|Home | About | Journals | Submit | Contact Us | Français|
The genome of measles virus (MV) is encapsidated by the nucleocapsid (N) protein and associates with RNA-dependent RNA polymerase to form the ribonucleoprotein complex. The matrix (M) protein is believed to play an important role in MV assembly by linking the ribonucleoprotein complex with envelope glycoproteins. Analyses using a yeast two-hybrid system and coimmunoprecipitation in mammalian cells revealed that the M protein interacts with the N protein and that two leucine residues at the carboxyl terminus of the N protein (L523 and L524) are critical for the interaction. In MV minigenome reporter gene assays, the M protein inhibited viral RNA synthesis only when it was able to interact with the N protein. The N protein colocalized with the M protein at the plasma membrane when the proteins were coexpressed in plasmid-transfected or MV-infected cells. In contrast, the N protein formed small dots in the perinuclear area when it was expressed without the M protein, or it was incapable of interacting with the M protein. Furthermore, a recombinant MV possessing a mutant N protein incapable of interacting with the M protein grew much less efficiently than the parental virus. Since the M protein has an intrinsic ability to associate with the plasma membrane, it may retain the ribonucleoprotein complex at the plasma membrane by binding to the N protein, thereby stopping viral RNA synthesis and promoting viral particle production. Consequently, our results indicate that the M protein regulates MV RNA synthesis and assembly via its interaction with the N protein.
Measles is an acute contagious disease characterized by high fever and a maculopapular rash (15). Measles virus (MV), the causative agent, is an enveloped virus classified as a member of the genus Morbillivirus in the family Paramyxoviridae. The virus has a nonsegmented negative-sense RNA genome, which contains six genes encoding single structural proteins, designated the nucleocapsid (N), phospho- (P), matrix (M), fusion (F), hemagglutinin (H), and large (L) proteins. The P gene encodes additional gene products, termed the V and C proteins, via an RNA editing process and an alternative translational initiation in a different reading frame, respectively (4, 9). The genome is encapsidated by the N protein and forms a nucleocapsid that exhibits helical symmetry. The amino-terminal region of the N protein (NCORE; amino acids [aa] 1 to 400) constitutes the core region of the helical nucleocapsid while the remaining carboxyl-terminal region (NTAIL; aa 401 to 525) is intrinsically disordered and located outside of the helical nucleocapsid core (36). A viral RNA-dependent RNA polymerase composed of the L and P proteins associates with the nucleocapsid, thereby forming the ribonucleoprotein (RNP) complex. The L protein possesses enzymatic activities that are required for nucleotide polymerization and the capping and polyadenylation of viral mRNAs while the P protein acts as an essential cofactor for the RNA-dependent RNA polymerase functions (15). The P protein directly interacts with NTAIL (2, 16) while the L protein indirectly associates with the nucleocapsid via its interaction with the P protein (10, 22). The RNP complex, but not the naked RNA genome, acts as a template for both transcription and replication. NTAIL has also been shown to interact with multiple host proteins, including the heat shock protein Hsp72, translation initiation factor eIF3-p40, interferon regulatory factor 3 and FcγRII (33, 48, 58, 62). The structural flexibility of the disordered NTAIL is probably responsible for its ability to interact with multiple partners.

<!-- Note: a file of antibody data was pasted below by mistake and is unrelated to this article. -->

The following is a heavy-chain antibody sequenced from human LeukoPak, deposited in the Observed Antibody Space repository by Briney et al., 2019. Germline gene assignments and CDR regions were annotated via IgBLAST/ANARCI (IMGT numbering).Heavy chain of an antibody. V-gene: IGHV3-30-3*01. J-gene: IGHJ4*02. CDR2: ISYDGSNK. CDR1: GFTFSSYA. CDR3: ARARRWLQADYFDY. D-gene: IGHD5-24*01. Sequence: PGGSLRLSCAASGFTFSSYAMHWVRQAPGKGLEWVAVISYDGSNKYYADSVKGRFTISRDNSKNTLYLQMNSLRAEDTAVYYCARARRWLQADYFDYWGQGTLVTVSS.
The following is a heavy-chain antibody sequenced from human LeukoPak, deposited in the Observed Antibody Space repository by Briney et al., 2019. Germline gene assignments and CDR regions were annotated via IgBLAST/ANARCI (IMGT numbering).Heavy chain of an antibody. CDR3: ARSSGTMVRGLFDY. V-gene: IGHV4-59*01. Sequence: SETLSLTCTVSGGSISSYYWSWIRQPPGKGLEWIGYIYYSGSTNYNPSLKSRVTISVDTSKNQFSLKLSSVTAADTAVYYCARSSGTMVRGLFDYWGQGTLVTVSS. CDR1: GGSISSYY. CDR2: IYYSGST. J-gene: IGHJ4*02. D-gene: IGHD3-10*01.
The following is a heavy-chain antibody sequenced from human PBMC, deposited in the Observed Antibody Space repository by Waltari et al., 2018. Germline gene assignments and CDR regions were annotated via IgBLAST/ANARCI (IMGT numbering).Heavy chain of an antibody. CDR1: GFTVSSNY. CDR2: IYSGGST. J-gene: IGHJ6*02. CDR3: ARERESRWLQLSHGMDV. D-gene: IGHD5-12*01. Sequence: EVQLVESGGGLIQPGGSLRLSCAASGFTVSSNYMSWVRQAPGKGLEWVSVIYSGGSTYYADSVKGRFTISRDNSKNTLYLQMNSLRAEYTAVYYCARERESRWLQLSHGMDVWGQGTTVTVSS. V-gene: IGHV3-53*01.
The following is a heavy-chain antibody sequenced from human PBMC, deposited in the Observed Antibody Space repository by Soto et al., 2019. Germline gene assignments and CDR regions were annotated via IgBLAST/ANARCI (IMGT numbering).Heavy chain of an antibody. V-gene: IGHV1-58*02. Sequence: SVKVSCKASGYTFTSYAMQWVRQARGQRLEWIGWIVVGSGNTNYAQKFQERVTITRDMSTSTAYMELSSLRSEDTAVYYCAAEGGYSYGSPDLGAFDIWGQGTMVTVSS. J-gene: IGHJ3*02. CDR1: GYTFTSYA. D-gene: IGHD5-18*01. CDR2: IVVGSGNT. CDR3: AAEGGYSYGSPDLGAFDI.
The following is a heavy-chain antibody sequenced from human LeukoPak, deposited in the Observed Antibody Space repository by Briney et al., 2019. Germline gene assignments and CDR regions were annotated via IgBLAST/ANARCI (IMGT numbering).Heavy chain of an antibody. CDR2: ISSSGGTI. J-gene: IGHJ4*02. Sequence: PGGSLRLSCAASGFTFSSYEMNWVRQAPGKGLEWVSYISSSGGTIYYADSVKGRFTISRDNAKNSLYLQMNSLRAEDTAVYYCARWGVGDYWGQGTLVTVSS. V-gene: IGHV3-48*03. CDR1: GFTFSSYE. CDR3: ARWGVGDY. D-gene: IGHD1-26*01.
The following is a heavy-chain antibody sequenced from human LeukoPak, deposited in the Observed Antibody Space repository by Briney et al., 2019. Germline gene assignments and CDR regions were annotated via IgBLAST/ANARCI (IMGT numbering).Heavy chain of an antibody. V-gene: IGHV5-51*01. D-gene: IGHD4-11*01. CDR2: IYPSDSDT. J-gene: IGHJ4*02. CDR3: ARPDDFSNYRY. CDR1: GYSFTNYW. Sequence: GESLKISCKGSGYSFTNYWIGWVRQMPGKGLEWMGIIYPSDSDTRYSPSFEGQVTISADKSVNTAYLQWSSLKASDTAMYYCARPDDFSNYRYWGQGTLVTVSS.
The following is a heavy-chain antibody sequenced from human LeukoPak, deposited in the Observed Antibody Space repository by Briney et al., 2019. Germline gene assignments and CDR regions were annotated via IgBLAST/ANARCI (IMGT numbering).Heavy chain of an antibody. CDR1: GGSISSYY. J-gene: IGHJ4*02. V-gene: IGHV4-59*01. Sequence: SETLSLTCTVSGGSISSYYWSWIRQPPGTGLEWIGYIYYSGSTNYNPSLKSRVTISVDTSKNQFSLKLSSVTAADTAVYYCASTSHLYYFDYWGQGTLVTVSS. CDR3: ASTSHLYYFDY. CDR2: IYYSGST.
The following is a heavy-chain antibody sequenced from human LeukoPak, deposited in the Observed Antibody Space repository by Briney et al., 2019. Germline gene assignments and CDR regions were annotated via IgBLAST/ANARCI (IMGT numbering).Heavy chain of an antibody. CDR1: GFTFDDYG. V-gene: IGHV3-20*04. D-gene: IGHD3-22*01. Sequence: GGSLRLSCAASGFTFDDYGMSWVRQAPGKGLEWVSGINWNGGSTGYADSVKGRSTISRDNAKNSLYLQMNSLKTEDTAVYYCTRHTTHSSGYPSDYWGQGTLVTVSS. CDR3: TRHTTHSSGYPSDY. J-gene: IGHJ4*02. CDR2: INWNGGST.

The M protein plays a key role in virus assembly. Several lines of evidence indicate that the M protein associates with the inner surface of the plasma membrane (21, 46) as well as the cytoplasmic tails of the H and F glycoproteins (7, 8, 50, 52). The M protein has also been shown to interact with the RNP complex (20, 51) although its binding partner remains unknown. The M protein modulates viral RNA synthesis (51), and a small interfering RNA against M mRNA was reported to increase MV transcription levels in the small interfering RNA-treated cells (43).
In the present study, we analyzed the interactions among MV proteins using a yeast two-hybrid system and coimmunoprecipitation in mammalian cells. In addition to the known interactions, we detected a hitherto unreported interaction between the N and M proteins. Two leucine residues located at the carboxyl terminus of the N protein were found to be critical for this interaction. Further analyses using minigenome assays, plasmid transfection, and recombinant viruses indicated that the M protein regulates viral RNA synthesis and assembly via its interaction with the N protein.